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Here are 6 take away points and tips to consider in the lead up to mating:
Body condition score (BCS) is a measure of a cow’s fat reserves and is a good indicator of energy balance. The fat reserves on animals are important in early lactation, buffering the peak in energy demand and milk supply against feed shortages. A rapid drop in BCS can increase the time for a cow to resume cycling again, reduce the conception rate and increase the risk of reproductive disorders and health problems like metabolic diseases.
DairyNZ has BCS targets for cows at both calving and mating. At time of calving, 2-year-old and 3-year-old cows (first- and second-calvers) have a target BCS of 5.5, while older cows have a target of 5. Between calving and mating, cows should not lose more than 1.0 BCS. This translates to a target BCS at mating of 4.0 or greater for older cows and 4.5 for 2-year-old and 3-year-old cows. In addition, DairyNZ advises no more than 15% of animals to be above the target, as well as no more than 15% being below the target.
On average, 4-8 year-old cows are hitting their mating BCS target, with an average BCS of 4.38, with only 7% below target. The 2-year-olds are also, on average, meeting target with an average BCS of 4.51, however, 28% of them were below target. In addition, 3-year-olds are falling short of the target, with an average BCS of just 4.34, with 44% of them being below target.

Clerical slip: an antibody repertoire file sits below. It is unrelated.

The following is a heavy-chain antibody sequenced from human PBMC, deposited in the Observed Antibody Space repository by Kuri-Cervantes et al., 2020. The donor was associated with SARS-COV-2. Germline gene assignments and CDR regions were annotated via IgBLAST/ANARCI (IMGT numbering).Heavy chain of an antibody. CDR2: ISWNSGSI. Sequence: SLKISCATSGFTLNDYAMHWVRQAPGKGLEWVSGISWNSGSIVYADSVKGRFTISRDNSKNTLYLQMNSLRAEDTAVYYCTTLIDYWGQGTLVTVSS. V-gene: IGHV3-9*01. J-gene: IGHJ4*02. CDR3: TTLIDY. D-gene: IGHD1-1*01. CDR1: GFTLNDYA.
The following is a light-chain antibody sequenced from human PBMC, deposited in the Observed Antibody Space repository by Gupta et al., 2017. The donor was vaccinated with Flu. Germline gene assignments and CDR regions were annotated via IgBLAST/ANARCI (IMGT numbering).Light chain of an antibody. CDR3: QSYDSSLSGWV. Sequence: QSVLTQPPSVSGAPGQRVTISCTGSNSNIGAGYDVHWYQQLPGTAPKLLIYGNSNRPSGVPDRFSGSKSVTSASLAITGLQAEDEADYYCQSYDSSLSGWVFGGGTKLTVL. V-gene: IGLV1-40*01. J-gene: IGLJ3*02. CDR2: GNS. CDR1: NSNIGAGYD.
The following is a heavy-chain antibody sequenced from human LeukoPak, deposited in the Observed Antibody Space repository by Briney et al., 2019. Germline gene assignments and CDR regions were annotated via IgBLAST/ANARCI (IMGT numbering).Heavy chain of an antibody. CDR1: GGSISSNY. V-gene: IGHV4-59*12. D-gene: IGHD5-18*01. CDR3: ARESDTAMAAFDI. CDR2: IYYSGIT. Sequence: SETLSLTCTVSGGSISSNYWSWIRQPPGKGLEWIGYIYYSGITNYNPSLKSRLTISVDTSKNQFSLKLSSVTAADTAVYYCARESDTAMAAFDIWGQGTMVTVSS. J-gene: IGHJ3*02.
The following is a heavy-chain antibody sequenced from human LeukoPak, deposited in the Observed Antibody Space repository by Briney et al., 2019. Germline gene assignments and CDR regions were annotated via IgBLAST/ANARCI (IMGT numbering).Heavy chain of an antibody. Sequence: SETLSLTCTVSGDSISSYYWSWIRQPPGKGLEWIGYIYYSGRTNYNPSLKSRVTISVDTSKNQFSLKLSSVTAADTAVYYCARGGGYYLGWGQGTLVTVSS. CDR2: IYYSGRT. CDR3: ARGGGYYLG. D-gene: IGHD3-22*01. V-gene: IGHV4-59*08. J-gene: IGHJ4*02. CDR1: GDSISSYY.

Cows at the recommended BCS just before mating (4.5 for 2 and 3-year-olds, and 4.0 for 4-8 year-olds) or half a condition score greater, have a higher 6-week in-calf rate and a lower not-in-calf rate. Thinner cows will take longer to get in-calf, meaning a later calving date next year, or they may not get in-calf at all. These results support the importance of meeting BCS targets.
DairyNZ recommends condition scoring regularly, with emphasis on late lactation, pre-calving, pre-mating and at the end of mating.
One strategy that can be used now is preferential treatment, such as reduced milking frequency in early lactation. Reducing the cows’ energy requirements to better match her energy intake can help mitigate some effects of not reaching calving BCS targets. This strategy can be used for the whole herd or to target at-risk cows.
Prevention is better than a cure, so setting up the cows well before calving, will mean that we aren’t trying to stop BCS loss to keep the cows in the right range, rather ensuring they don’t lose too much. Prevention strategies are better implemented at the end of the season, these strategies for managing BCS include:
For more information or help with body condition scores, contact your local Franklin Vets clinic.
This analysis is based on individual BCS data recorded in MINDA®. This data is from 199,724 cows calving in spring 2019 with an individual BCS recorded, at most, 50 days before mating start date, and only from herds which produced a detailed fertility focus report. A detailed fertility focus report requires accurate calving dates and early aged pregnancy data (between 35 and 122 days of pregnancy).